11) Update your skills. The irony of having a job is that you’re often so busy, you don’t have time to refresh your knowledge, and this can even be true in countries where employee education budgets are required by law like in France. Technology is always advancing, discoveries are made, new ideas are practiced. If you’ve been job searching for a long time, stop to look around and make sure you know what you need to get a job today, not what you needed to know a year ago. Add value.
12) Learn new skills. When meeting local headhunters, ask them which skills are most in demand. Browse recent job board listings to corroborate, and choose the skills that can most increase your worth within a reasonable amount of time. Then start learning every day. If you’re not someone who learns well on their own, take a course online, sign up for workshops at a local community center, college or institute. Again, add value.
13) Followup with old contacts. You probably told everyone about your job search back when you began looking? That was well over 6 months ago, and unless they know better, they may think you’ve already found something. Send a gentle reminder that you’re still available.
14) Stay in touch with your contacts. Once you’ve reached out to someone, whether at the beginning of your job search or now so much later, stay in contact with them so that they are less likely to forget about you. Also, don’t break contact again once you do find something, leaving them to feel used. Perhaps you can help them back somehow.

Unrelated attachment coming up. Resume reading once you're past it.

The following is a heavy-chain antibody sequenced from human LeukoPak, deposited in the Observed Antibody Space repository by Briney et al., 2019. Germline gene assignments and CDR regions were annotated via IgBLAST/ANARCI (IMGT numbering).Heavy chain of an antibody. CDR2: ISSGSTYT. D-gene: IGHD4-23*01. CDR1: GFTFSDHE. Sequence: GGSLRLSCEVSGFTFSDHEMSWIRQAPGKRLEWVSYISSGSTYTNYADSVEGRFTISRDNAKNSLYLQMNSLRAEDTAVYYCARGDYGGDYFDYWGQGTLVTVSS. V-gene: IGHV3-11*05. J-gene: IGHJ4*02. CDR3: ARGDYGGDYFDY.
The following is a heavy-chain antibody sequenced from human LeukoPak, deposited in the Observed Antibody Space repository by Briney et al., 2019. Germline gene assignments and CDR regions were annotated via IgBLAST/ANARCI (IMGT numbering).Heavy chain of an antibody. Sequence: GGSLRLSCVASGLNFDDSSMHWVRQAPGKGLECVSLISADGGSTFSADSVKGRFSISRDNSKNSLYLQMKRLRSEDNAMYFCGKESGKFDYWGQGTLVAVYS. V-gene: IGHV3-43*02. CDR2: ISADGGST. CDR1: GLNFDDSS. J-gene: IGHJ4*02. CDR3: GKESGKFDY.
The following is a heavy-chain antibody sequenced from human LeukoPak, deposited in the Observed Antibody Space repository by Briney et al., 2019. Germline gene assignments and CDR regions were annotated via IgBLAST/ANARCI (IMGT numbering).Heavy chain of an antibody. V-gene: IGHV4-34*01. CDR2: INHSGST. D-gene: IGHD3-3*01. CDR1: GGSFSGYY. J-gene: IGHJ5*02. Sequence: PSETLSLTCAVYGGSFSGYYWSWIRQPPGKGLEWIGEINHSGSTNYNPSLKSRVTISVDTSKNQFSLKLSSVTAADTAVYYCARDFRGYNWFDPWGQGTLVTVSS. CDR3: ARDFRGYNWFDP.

15) Find new contacts. Over months of searching, it may feel like you’ve exhausted all your contacts. Discover new networking opportunities by joining local associations or networking groups, attending conferences and Tweetups, both offline and online; if they’re locally-based, you can then carry over an online meet into a real world meet. Learning new skills (#6 above) will also introduce you to new communities of people.
16) Reapply to a former employer. As long as you left a good impression on the way out, they may only be too happy to have you back since they know what you’re capable of, making for a shorter, less-expensive recruitment and a quicker integration. Another good reason to stay in touch with your ex-colleagues and ex-bosses (at least, the ones you enjoyed working for).